There’s also a security element here: Many system-level files have permissions set a particular way so that applications or users that shouldn’t be meddling with those files can’t. If the permissions on certain system-level files somehow get changed so that access to those files is no longer restricted, you’ve got the potential for a major security issue. Repairing permissions can resolve such issues by resetting permissions on those files to prevent unauthorized access.
How do I repair permissions?
The Repair Disk Permissions function is part of Apple’s Disk Utility (in /Applications/Utilities). After launching Disk Utility, select the desired disk—generally your startup disk—in the list to the left, then click the First Aid tab. At the bottom of the First Aid panel, click the Repair Disk Permissions button. (You could instead use the Verify Disk Permissions option to preview any potential repairs before performing them, but for most users there’s little benefit from this extra step.)
Permissions can also be repaired via the shell (Terminal) by using the command sudo diskutil repairPermissions /. However, it’s unlikely that the typical user will ever need to perform the task in this manner. It’s useful if for some reason Disk Utility itself won’t launch, or for repairing permissions on a remote Mac when connected via Remote Login (SSH), but otherwise you’re just as well served using Disk Utility.
How does the Repair Disk Permissions function know what the “correct” permissions are?
When you use Apple’s Installer utility to install software (such as Mac OS X itself or an OS X update), the installation package (the .pkg file you double-click to begin installation, or that Software Update downloads in the background for an automatic installation) generally leaves behind a receipt—a smaller Mac OS X package that includes information about every file installed, including the permissions each file should have. This receipt is placed in /Library/Receipts. When you run the Repair Disk Permissions function, it examines the receipts in the /Library/Receipts directory of the disk being repaired—which means the feature works only on volumes with Mac OS X installed—and compares the information in the receipt with the actual files on your drive. If the Repair Disk Permissions function finds a file with permissions that differ from what a receipt claims they should be, that file’s permissions are reset to their receipt-specified values. (If you’re curious about the information contained in a receipt, the easiest way to view it is to use the utility Pacifist; simply drag and drop the appropriate receipt into the Pacifist window and you’ll be presented with a list of all files installed by the similarly-named installation package, along with each file’s original permissions.)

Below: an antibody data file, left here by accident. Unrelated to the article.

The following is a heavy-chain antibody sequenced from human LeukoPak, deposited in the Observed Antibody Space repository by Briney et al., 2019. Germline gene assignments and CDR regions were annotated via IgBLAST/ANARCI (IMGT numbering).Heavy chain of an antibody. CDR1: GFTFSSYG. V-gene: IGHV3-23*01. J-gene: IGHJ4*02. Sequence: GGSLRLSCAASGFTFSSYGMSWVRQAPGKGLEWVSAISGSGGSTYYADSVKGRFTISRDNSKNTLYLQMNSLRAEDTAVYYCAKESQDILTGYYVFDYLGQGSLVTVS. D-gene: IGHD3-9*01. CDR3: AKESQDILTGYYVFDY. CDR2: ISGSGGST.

It’s worth noting here that although the function is called “Repair Disk Permissions,” what is actually happening is that files’ permissions are being reset or restored to a particular state. It’s possible—though not common—for a particular file’s permissions to differ from what a receipt claims they should be without those permissions actually being “broken.”
Are all files affected by Repair Disk Permissions?
No. As you may have inferred from the above description, only those files installed using OS X’s Installer utility and whose installation packages leave behind a proper receipt in /Library/Receipts are affected by the Repair Disk Permissions function. This means that most of the files affected by the Repair Disk Permissions function are system-level files, application files, or system add-ons—not applications installed by drag-and-drop, and not your documents or other user-level files.
If repairing permissions is useful in general, why doesn’t Apple recommend it as routine maintenance?
Apple does, quite explicitly:
It’s a good idea to repair disk permissions as a regular maintenance task after upgrading or installing new software.
That’s taken from Mac Help—in both Panther and Tiger—right on your Mac. Similar statements can be found in other Support articles, one of which is:
http://docs.info.apple.com/article.html?artnum=2575120" 2.1GHz iSight iMac G5, 250GB HD, 1.5GB RAM, Mac OS X (10.4.11), iLife 6.0.3, Toast 7.1.3, iTunes 7.6.2, QTPro 7.5, Safari 3.1.2, iChat 3.1.9
Repairing permissions should take less than a minute. And to add to Klaus1 statement, you should close all applications when repairing permissions.g-4 1.2 gig 1.5 gigs of ram, Mac OS X (10.4.11), Quicktime 7.5-FCS-